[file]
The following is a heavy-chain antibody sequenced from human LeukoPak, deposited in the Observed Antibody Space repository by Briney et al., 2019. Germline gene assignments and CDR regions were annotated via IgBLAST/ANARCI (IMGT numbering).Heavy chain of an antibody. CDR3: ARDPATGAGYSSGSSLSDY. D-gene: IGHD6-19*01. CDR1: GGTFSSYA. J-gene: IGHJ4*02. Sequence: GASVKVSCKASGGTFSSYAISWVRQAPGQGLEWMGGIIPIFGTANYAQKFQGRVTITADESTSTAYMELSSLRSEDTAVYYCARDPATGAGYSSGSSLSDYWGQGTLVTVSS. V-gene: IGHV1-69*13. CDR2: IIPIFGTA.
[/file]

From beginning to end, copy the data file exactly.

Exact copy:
The following is a heavy-chain antibody sequenced from human LeukoPak, deposited in the Observed Antibody Space repository by Briney et al., 2019. Germline gene assignments and CDR regions were annotated via IgBLAST/ANARCI (IMGT numbering).Heavy chain of an antibody. CDR3: ARDPATGAGYSSGSSLSDY. D-gene: IGHD6-19*01. CDR1: GGTFSSYA. J-gene: IGHJ4*02. Sequence: GASVKVSCKASGGTFSSYAISWVRQAPGQGLEWMGGIIPIFGTANYAQKFQGRVTITADESTSTAYMELSSLRSEDTAVYYCARDPATGAGYSSGSSLSDYWGQGTLVTVSS. V-gene: IGHV1-69*13. CDR2: IIPIFGTA.